Theories of Everything
Melvyn Bragg discusses the prospect of a single theory to solve the riddle of black holes, the Big Bang and the mystery of time travel. Why do we need one and what would it mean if we had it?
Melvyn Bragg and guests discuss the 30 year search to solve all the biggest questions in physics. At the end of the last century, brave voices were predicting that all the big questions of physics were on the verge of being answered by a Theory of Everything. The disparity between the physics of the very small would finally be reconciled with the very large, and the four forces of nature would finally be united with a single set of equations. It was suggested that with such a theory we might solve the riddle of black holes, unlock the secrets of the Big Bang, probe other universes and even uncover the mystery of travelling through time. But Stephen Hawking, who once said that with a Theory of Everything “we would know the mind of God”, has changed his mind and now says that it may not be possible after all. So what are the prospects for a Theory of Everything? Why do we need one? How do we get one? And what would it mean if we did? With Brian Greene, Professor of Physics and Mathematics at Columbia University and author of The Fabric of the Cosmos; John Barrow, Professor of Mathematical Sciences at the University of Cambridge and author of The Constants of Nature; Dr Val Gibson, particle physicist from the Cavendish Laboratory and Fellow of Trinity College, Cambridge.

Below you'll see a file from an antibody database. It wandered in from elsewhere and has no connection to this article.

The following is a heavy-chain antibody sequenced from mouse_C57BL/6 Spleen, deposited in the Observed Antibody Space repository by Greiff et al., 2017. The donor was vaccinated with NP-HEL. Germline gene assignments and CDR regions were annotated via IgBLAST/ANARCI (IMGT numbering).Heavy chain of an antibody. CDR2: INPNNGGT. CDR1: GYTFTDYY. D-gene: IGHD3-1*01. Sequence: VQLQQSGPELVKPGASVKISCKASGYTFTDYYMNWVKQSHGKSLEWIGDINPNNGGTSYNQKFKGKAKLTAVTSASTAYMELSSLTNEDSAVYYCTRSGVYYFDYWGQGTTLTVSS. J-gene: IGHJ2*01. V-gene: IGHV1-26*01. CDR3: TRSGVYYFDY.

- Thu 25 Mar 2004 09:00
- Thu 25 Mar 2004 21:30